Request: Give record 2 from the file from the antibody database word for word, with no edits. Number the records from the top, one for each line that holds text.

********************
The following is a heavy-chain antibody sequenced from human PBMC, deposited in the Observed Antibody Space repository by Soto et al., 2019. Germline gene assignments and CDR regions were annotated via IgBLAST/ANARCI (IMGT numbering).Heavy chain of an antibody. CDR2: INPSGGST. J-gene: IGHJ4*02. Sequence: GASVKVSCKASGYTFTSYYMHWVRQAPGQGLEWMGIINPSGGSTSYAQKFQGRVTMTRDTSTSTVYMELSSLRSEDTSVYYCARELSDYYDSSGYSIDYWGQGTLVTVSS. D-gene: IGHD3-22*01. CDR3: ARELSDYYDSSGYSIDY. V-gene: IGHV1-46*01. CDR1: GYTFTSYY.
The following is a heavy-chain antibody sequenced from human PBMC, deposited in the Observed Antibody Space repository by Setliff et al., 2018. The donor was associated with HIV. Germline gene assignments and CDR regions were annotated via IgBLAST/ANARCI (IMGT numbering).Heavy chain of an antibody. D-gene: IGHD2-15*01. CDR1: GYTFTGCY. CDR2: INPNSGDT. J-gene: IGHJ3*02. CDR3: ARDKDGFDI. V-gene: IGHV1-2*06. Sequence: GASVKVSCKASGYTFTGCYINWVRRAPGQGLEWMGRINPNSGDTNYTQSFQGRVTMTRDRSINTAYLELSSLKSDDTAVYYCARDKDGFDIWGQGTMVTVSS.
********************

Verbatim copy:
The following is a heavy-chain antibody sequenced from human PBMC, deposited in the Observed Antibody Space repository by Setliff et al., 2018. The donor was associated with HIV. Germline gene assignments and CDR regions were annotated via IgBLAST/ANARCI (IMGT numbering).Heavy chain of an antibody. D-gene: IGHD2-15*01. CDR1: GYTFTGCY. CDR2: INPNSGDT. J-gene: IGHJ3*02. CDR3: ARDKDGFDI. V-gene: IGHV1-2*06. Sequence: GASVKVSCKASGYTFTGCYINWVRRAPGQGLEWMGRINPNSGDTNYTQSFQGRVTMTRDRSINTAYLELSSLKSDDTAVYYCARDKDGFDIWGQGTMVTVSS.